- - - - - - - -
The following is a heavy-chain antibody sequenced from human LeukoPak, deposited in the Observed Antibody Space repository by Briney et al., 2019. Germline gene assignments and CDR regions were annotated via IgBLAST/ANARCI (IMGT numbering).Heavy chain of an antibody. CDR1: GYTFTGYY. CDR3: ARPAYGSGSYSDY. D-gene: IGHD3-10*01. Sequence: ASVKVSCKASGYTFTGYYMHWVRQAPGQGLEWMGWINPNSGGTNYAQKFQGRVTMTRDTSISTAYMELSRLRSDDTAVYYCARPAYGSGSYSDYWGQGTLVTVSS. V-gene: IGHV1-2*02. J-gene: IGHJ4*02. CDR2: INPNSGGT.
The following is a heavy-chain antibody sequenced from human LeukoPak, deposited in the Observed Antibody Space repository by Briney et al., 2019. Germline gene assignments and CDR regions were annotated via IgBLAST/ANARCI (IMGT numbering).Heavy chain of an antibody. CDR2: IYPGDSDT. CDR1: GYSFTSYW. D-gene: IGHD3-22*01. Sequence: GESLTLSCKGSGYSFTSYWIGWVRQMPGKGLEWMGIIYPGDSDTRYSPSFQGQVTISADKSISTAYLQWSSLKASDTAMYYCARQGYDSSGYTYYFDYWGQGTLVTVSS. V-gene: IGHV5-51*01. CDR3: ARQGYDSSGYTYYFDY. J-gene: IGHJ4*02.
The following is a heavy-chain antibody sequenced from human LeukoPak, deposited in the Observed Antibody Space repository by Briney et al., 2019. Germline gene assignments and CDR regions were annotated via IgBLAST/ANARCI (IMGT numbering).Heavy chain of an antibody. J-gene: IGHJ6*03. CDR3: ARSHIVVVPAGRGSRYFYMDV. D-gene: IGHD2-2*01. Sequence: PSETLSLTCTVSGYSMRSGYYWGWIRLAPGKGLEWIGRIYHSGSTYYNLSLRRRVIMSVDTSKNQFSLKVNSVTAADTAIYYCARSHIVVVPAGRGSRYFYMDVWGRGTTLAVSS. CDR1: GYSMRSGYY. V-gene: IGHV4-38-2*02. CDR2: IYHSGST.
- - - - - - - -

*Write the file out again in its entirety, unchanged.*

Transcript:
The following is a heavy-chain antibody sequenced from human LeukoPak, deposited in the Observed Antibody Space repository by Briney et al., 2019. Germline gene assignments and CDR regions were annotated via IgBLAST/ANARCI (IMGT numbering).Heavy chain of an antibody. CDR1: GYTFTGYY. CDR3: ARPAYGSGSYSDY. D-gene: IGHD3-10*01. Sequence: ASVKVSCKASGYTFTGYYMHWVRQAPGQGLEWMGWINPNSGGTNYAQKFQGRVTMTRDTSISTAYMELSRLRSDDTAVYYCARPAYGSGSYSDYWGQGTLVTVSS. V-gene: IGHV1-2*02. J-gene: IGHJ4*02. CDR2: INPNSGGT.
The following is a heavy-chain antibody sequenced from human LeukoPak, deposited in the Observed Antibody Space repository by Briney et al., 2019. Germline gene assignments and CDR regions were annotated via IgBLAST/ANARCI (IMGT numbering).Heavy chain of an antibody. CDR2: IYPGDSDT. CDR1: GYSFTSYW. D-gene: IGHD3-22*01. Sequence: GESLTLSCKGSGYSFTSYWIGWVRQMPGKGLEWMGIIYPGDSDTRYSPSFQGQVTISADKSISTAYLQWSSLKASDTAMYYCARQGYDSSGYTYYFDYWGQGTLVTVSS. V-gene: IGHV5-51*01. CDR3: ARQGYDSSGYTYYFDY. J-gene: IGHJ4*02.
The following is a heavy-chain antibody sequenced from human LeukoPak, deposited in the Observed Antibody Space repository by Briney et al., 2019. Germline gene assignments and CDR regions were annotated via IgBLAST/ANARCI (IMGT numbering).Heavy chain of an antibody. J-gene: IGHJ6*03. CDR3: ARSHIVVVPAGRGSRYFYMDV. D-gene: IGHD2-2*01. Sequence: PSETLSLTCTVSGYSMRSGYYWGWIRLAPGKGLEWIGRIYHSGSTYYNLSLRRRVIMSVDTSKNQFSLKVNSVTAADTAIYYCARSHIVVVPAGRGSRYFYMDVWGRGTTLAVSS. CDR1: GYSMRSGYY. V-gene: IGHV4-38-2*02. CDR2: IYHSGST.